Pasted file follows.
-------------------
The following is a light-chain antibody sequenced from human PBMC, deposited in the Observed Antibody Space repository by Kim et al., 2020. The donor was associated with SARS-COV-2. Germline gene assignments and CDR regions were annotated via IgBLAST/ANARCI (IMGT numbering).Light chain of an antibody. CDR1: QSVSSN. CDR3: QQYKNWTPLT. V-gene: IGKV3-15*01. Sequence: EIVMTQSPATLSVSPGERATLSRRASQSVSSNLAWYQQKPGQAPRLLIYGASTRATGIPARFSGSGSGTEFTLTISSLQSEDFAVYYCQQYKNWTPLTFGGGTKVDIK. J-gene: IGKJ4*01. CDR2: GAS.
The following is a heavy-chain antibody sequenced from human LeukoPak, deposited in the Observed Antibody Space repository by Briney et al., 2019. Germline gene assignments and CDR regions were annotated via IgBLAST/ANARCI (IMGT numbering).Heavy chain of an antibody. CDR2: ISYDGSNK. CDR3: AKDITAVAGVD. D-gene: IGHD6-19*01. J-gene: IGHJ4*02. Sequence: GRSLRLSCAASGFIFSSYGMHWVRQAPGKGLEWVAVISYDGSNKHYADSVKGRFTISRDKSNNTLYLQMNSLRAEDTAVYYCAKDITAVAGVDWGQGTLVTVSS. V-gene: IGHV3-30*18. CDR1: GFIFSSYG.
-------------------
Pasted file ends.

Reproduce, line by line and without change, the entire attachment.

The following is a light-chain antibody sequenced from human PBMC, deposited in the Observed Antibody Space repository by Kim et al., 2020. The donor was associated with SARS-COV-2. Germline gene assignments and CDR regions were annotated via IgBLAST/ANARCI (IMGT numbering).Light chain of an antibody. CDR1: QSVSSN. CDR3: QQYKNWTPLT. V-gene: IGKV3-15*01. Sequence: EIVMTQSPATLSVSPGERATLSRRASQSVSSNLAWYQQKPGQAPRLLIYGASTRATGIPARFSGSGSGTEFTLTISSLQSEDFAVYYCQQYKNWTPLTFGGGTKVDIK. J-gene: IGKJ4*01. CDR2: GAS.
The following is a heavy-chain antibody sequenced from human LeukoPak, deposited in the Observed Antibody Space repository by Briney et al., 2019. Germline gene assignments and CDR regions were annotated via IgBLAST/ANARCI (IMGT numbering).Heavy chain of an antibody. CDR2: ISYDGSNK. CDR3: AKDITAVAGVD. D-gene: IGHD6-19*01. J-gene: IGHJ4*02. Sequence: GRSLRLSCAASGFIFSSYGMHWVRQAPGKGLEWVAVISYDGSNKHYADSVKGRFTISRDKSNNTLYLQMNSLRAEDTAVYYCAKDITAVAGVDWGQGTLVTVSS. V-gene: IGHV3-30*18. CDR1: GFIFSSYG.